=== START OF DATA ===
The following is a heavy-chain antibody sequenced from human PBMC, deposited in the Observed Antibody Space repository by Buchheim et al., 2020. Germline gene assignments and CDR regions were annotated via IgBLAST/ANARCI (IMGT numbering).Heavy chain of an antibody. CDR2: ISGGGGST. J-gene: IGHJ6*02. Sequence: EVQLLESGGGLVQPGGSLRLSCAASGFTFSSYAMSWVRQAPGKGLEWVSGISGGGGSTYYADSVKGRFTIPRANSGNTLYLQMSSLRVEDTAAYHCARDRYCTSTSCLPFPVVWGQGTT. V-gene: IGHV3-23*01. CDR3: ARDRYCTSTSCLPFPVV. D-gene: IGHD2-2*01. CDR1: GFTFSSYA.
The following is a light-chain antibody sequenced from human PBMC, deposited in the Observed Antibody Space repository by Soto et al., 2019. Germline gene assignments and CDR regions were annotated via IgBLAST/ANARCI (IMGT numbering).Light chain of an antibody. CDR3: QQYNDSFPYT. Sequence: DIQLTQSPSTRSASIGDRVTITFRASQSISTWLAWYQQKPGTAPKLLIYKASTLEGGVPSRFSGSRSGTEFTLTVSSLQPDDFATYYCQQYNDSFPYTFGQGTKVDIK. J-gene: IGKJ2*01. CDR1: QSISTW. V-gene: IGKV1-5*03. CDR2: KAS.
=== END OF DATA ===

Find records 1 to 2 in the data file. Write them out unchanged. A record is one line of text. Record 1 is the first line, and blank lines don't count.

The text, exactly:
The following is a heavy-chain antibody sequenced from human PBMC, deposited in the Observed Antibody Space repository by Buchheim et al., 2020. Germline gene assignments and CDR regions were annotated via IgBLAST/ANARCI (IMGT numbering).Heavy chain of an antibody. CDR2: ISGGGGST. J-gene: IGHJ6*02. Sequence: EVQLLESGGGLVQPGGSLRLSCAASGFTFSSYAMSWVRQAPGKGLEWVSGISGGGGSTYYADSVKGRFTIPRANSGNTLYLQMSSLRVEDTAAYHCARDRYCTSTSCLPFPVVWGQGTT. V-gene: IGHV3-23*01. CDR3: ARDRYCTSTSCLPFPVV. D-gene: IGHD2-2*01. CDR1: GFTFSSYA.
The following is a light-chain antibody sequenced from human PBMC, deposited in the Observed Antibody Space repository by Soto et al., 2019. Germline gene assignments and CDR regions were annotated via IgBLAST/ANARCI (IMGT numbering).Light chain of an antibody. CDR3: QQYNDSFPYT. Sequence: DIQLTQSPSTRSASIGDRVTITFRASQSISTWLAWYQQKPGTAPKLLIYKASTLEGGVPSRFSGSRSGTEFTLTVSSLQPDDFATYYCQQYNDSFPYTFGQGTKVDIK. J-gene: IGKJ2*01. CDR1: QSISTW. V-gene: IGKV1-5*03. CDR2: KAS.